To the saints. . . . and to the faithful in Christ Jesus.--Here, as in Colossians 1:2 ("the saints and faithful brethren") the same persons are described by both epithets. They are "saints," as "called" (see Romans 1:7; 1 Corinthians 1:2) into "the communion of saints" by the grace of God; they are "faithful," as by their own act believing in Christ and holding fast that faith. The two epithets are correlative to each other. Without the call and the grace of God, men cannot believe; without the energy of faith they cannot be, in effect as well as in opportunity, "saints." Both epithets belong in capacity and profession to all members of the Church militant; and St. Paul applies them accordingly to the whole body of any church which he addresses, without hesitation or distinction. In living reality they belong only to the "Invisible Church" of the present, which shall form the "Church triumphant" of the hereafter. It has been noted that the use of the word "saints," as the regular and ordinary name of Christians, is more especially traceable in the later Epistles of St. Paul. So in his speech before Agrippa he says, "Many of the saints did I shut up in prison" (Acts 27:10). The phrase, "in Christ Jesus," belongs to both the words "saints" and "faithful;" but it is here more closely connected with the latter.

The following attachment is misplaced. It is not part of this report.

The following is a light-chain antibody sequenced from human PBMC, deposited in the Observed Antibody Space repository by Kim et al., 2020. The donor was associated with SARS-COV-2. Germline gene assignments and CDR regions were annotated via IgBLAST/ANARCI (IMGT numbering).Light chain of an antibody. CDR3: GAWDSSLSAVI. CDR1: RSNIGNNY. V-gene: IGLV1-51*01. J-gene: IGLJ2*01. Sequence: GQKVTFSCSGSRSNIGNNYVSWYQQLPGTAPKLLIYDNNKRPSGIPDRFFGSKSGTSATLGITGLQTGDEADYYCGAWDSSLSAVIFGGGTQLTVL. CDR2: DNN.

Which are at Ephesus.--On these words, omitted in the oldest MSS., see the Introduction.
To the saints which are at Ephesus; of this place, see the note above upon the title of the epistle, and See Gill on Acts 18:19. The persons residing there, to whom the epistle is written, are described by their character, as "saints"; being separated by the grace of God the Father in eternal election; whose sins were expiated by the blood and sacrifice of Christ; and to whom he himself was made sanctification; and who were internally sanctified by the Spirit of God, and lived holy lives and conversations. The Alexandrian copy, and some others, and the Vulgate Latin version, read, "to all the saints"; whether officers of the church, or private members, whether rich or poor, bond or free, strong or weak believers, of greater or lesser abilities.
And to the faithful in Christ Jesus: who were in Christ, not only by electing grace, but were openly and manifestly in him, through converting grace; and abode in him as branches in the vine; continued constant, and persevered in faith and holiness; and were faithful to the cause and interest of Christ, and to his Gospel and ordinances; and were hearty and sincere in the profession of their faith in Christ, and love to him and his: or, as the Arabic version renders it, "and to them that believe in Jesus Christ"; with all their hearts, to the saving of their souls; who look unto him, venture on him, rely upon him, and trust in him for life and salvation, and who shall certainly be saved; of such the church at Ephesus consisted, to whom this epistle was written: of the church there; see Gill on Acts 20:17.
(a) L. 5. c. 29. (b) Plin. ib. Justin ex Trogo, l. 2. c. 4. (c) Philostrat. Vita Apollon. l. 8. c. 3.